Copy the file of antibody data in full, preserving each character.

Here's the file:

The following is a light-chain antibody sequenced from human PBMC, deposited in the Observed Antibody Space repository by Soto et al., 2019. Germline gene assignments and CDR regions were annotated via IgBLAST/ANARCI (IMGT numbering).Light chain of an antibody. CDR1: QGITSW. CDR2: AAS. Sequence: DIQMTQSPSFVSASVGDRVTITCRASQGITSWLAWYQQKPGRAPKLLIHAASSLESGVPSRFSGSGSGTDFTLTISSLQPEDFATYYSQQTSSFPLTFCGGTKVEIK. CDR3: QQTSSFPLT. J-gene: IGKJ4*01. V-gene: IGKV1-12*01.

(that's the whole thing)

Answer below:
The following is a light-chain antibody sequenced from human PBMC, deposited in the Observed Antibody Space repository by Soto et al., 2019. Germline gene assignments and CDR regions were annotated via IgBLAST/ANARCI (IMGT numbering).Light chain of an antibody. CDR1: QGITSW. CDR2: AAS. Sequence: DIQMTQSPSFVSASVGDRVTITCRASQGITSWLAWYQQKPGRAPKLLIHAASSLESGVPSRFSGSGSGTDFTLTISSLQPEDFATYYSQQTSSFPLTFCGGTKVEIK. CDR3: QQTSSFPLT. J-gene: IGKJ4*01. V-gene: IGKV1-12*01.